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On the verge of suicide, Hunter "Patch" Adams checks himself into a psychiatric ward. What he sees there changes his life forever. Geniuses on the brink of insanity. Delusional men petrified by invisible squirrels. And callous doctors relating to their patients as if they were numbers in a calculus equation. The compassionate, good-natured Patch dares to look beyond the shackles of psychosis and finds people���hurting, dying people in need of honesty, understanding and joy.
Patch Adams tells the inspirational true story of this once clinically depressed, newly invigorated caregiver on his journey through medical school and beyond. Breaking all the molds, Patch's excessive cheer and idealism challenge conventional wisdom. Objectivity or compassion? Indifference or concern? He chooses to love and respect those in pain, improving life instead of just delaying death. And the payoffs are tremendous.
Upon closer examination, however, not all is well in Patch Adams. Crude sexual humor infects several scenes. Audiences must also endure rear nudity, a handful of mild profanities and moments of hospital drama that, while not unduly graphic, get bloody.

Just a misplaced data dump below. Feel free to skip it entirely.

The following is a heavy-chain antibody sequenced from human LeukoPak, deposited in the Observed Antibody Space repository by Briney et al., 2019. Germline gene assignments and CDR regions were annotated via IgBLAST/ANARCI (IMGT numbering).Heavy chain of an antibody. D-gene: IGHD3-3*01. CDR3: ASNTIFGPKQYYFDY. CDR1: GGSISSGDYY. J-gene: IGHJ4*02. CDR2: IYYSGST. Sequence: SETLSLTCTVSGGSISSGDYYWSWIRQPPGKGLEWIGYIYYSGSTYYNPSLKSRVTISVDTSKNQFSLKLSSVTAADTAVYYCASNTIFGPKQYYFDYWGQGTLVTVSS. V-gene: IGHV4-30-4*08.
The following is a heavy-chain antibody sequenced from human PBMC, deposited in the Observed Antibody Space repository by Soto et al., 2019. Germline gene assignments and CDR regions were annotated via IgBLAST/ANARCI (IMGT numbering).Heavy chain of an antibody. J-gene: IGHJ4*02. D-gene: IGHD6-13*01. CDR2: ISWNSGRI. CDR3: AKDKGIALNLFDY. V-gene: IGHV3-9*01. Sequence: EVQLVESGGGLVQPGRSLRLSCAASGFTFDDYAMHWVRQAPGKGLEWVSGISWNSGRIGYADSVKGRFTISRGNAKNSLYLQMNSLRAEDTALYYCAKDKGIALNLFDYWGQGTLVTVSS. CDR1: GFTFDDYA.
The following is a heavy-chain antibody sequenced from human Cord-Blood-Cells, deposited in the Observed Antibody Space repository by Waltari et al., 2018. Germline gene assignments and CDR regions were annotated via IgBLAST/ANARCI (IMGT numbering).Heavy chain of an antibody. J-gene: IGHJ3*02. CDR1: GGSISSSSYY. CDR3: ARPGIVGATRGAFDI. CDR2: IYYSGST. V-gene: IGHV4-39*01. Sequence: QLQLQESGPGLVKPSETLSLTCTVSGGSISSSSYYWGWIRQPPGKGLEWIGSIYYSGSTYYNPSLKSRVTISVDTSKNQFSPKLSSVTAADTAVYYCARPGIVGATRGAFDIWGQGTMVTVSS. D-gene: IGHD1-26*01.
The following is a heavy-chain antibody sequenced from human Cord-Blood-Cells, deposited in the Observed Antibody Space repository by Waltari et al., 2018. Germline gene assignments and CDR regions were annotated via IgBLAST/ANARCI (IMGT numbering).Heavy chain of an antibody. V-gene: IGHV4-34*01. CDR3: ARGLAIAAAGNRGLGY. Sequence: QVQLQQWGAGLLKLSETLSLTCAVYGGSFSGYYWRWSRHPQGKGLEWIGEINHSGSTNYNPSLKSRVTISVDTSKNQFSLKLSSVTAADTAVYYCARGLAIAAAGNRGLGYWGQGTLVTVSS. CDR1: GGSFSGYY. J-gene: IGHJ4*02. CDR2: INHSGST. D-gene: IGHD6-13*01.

Patch Adams has the potential to inspire medical professionals battling cynicism much as Mr. Holland's Opus revitalized educators on the verge of burnout. Though critics dismissed this film as a mawkish tear-jerker, it captures the human spirit at its finest while giving parents and teens plenty to discuss. It's a shame Patch Adams operates under less than sanitary conditions.
Crude or Profane Language
Drug and Alcohol Content
Other Negative Elements
Other Belief Systems
Readability Age Range
Robin Williams as Hunter "Patch" Adams; Monica Potter as Carin; Daniel London as Truman; Philip Seymour Hoffman as Mitch; Bob Gunton as Dean Walcott